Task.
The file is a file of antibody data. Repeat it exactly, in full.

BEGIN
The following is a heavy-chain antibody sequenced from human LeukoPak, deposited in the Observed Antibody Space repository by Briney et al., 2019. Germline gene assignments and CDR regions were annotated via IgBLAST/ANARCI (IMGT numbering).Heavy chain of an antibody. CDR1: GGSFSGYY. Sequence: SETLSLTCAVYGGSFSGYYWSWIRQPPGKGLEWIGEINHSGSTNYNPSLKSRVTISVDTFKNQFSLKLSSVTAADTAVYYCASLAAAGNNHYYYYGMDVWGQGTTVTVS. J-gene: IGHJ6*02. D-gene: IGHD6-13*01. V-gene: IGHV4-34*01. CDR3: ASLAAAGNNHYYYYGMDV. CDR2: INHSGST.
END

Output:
The following is a heavy-chain antibody sequenced from human LeukoPak, deposited in the Observed Antibody Space repository by Briney et al., 2019. Germline gene assignments and CDR regions were annotated via IgBLAST/ANARCI (IMGT numbering).Heavy chain of an antibody. CDR1: GGSFSGYY. Sequence: SETLSLTCAVYGGSFSGYYWSWIRQPPGKGLEWIGEINHSGSTNYNPSLKSRVTISVDTFKNQFSLKLSSVTAADTAVYYCASLAAAGNNHYYYYGMDVWGQGTTVTVS. J-gene: IGHJ6*02. D-gene: IGHD6-13*01. V-gene: IGHV4-34*01. CDR3: ASLAAAGNNHYYYYGMDV. CDR2: INHSGST.